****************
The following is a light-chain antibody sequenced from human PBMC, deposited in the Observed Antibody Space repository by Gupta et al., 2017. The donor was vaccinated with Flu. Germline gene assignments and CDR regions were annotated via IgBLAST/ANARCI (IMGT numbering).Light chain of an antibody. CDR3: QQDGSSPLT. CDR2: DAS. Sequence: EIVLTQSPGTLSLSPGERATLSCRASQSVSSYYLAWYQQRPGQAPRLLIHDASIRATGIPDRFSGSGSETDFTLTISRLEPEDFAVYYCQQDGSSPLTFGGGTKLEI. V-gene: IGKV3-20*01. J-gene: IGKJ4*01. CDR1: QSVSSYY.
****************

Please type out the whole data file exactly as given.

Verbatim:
The following is a light-chain antibody sequenced from human PBMC, deposited in the Observed Antibody Space repository by Gupta et al., 2017. The donor was vaccinated with Flu. Germline gene assignments and CDR regions were annotated via IgBLAST/ANARCI (IMGT numbering).Light chain of an antibody. CDR3: QQDGSSPLT. CDR2: DAS. Sequence: EIVLTQSPGTLSLSPGERATLSCRASQSVSSYYLAWYQQRPGQAPRLLIHDASIRATGIPDRFSGSGSETDFTLTISRLEPEDFAVYYCQQDGSSPLTFGGGTKLEI. V-gene: IGKV3-20*01. J-gene: IGKJ4*01. CDR1: QSVSSYY.